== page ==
Unlike the 2012 case, the latest dispute doesn’t present a sweeping constitutional question. The issue instead is a phrase concerning the online marketplaces, or exchanges, where people can buy insurance. The law says people qualify for tax credits if they buy insurance on an exchange “established by the state.”

Carvin and his allies say that language means people get subsidies only if they buy insurance on a state-run exchange—and not if they use the federal exchange operating in the 36 states that haven’t set up their own marketplaces.

His approach would mean that 4.6 million people—more than half the 8 million who have used the exchanges to buy policies—aren’t entitled to the subsidies they are receiving.

A ripple effect would follow. Many of those people would no longer be obligated to get insurance because they would fall under an exemption in the law for those who can’t afford coverage.

Profound Consequences

“If the ACA means what it says, as the D.C. Circuit held, the consequences are profound,” Carvin said in Supreme Court papers filed in July. “It means millions of people are ineligible for subsidies and exempt from the ACA’s individual mandate penalty. It means a fundamental change in the health-insurance market in two-thirds of the country.”

It also might mean that only the sickest and most desperate people would get insurance through the individual market. That could raise coverage costs for insurers and send the market into what the administration says would be a “death spiral.” It would also force hospitals to foot the bills for more uninsured patients.

Opponents “see this as an attempt to destroy the Affordable Care Act,” said Timothy Jost, a health-law professor at Washington and Lee School of Law in Lexington, Virginia. “That’s why they brought these lawsuits.”

The Obama administration says the rest of the statute makes clear that lawmakers intended for subsidies to be available to consumers across the U.S., regardless of whether they buy on a federal or a state-run exchange.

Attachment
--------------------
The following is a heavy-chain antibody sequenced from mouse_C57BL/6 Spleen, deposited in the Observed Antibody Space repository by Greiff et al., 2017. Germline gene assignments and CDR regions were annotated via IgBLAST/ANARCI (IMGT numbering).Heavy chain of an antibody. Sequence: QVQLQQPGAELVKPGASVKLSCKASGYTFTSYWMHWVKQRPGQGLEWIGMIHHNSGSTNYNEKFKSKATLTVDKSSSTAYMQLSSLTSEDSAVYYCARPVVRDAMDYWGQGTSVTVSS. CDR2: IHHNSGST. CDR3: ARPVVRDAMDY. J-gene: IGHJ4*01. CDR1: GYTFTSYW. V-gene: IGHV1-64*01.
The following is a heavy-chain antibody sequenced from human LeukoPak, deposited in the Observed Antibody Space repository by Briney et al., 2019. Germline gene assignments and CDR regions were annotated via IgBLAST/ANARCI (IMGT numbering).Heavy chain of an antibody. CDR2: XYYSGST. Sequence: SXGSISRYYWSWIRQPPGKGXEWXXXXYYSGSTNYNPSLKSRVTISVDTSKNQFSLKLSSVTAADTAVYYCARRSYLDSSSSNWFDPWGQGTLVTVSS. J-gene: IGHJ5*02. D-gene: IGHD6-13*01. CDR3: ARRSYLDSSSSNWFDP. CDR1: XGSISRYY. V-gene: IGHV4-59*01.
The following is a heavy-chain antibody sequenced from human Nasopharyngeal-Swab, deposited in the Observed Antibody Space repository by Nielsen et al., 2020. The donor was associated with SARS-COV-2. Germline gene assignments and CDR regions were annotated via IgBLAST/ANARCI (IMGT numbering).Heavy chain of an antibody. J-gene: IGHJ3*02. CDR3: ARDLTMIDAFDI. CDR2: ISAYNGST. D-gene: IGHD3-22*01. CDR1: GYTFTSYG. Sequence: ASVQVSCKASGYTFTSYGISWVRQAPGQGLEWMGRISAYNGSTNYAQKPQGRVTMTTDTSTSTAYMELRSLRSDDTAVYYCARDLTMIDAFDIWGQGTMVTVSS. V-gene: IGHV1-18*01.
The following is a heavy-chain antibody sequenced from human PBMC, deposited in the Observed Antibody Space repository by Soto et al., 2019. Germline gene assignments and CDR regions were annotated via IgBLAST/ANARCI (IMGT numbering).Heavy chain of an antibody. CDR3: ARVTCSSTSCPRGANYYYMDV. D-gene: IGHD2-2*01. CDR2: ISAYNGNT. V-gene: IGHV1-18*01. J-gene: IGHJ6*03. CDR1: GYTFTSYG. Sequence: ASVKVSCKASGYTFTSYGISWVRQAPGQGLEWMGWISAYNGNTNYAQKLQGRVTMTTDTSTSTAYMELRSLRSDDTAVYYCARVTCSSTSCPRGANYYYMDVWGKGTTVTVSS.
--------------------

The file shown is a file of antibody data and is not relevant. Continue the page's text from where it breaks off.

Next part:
While Democrats are struggling with whether to embrace the law or push for changes, Republicans are reminding voters that since they took control of the House in 2011, they've voted 54 times to undo, revamp or tweak the law.

Refusal to Expand Medicaid is Bad for Georgians

Georgia is one of the 36 states that haven’t set up its own marketplace “established by the state.”

According to Moral Monday Campaign Georgia is home to the fith largest uninsured population in the country- nearly 2 million Georgians lack health coverage.

This lack of coverage creates higher costs for uninsured patients in the form of increased insurance premiums and hospitals.

According to the Georgia Hospital Association, rejecting Medicaid expansion is destabilizing hospitals, causing three to close, and as many as seven more in danger, mostly in rural areas. 

A growing number of doctors, health and human service organizations, and public policy advocates have called Governor Nathan Deal to drop his opposition to expanding Medicaid as provided by the Affordable Care Act. 

—>  Edited by Anibal Ibarra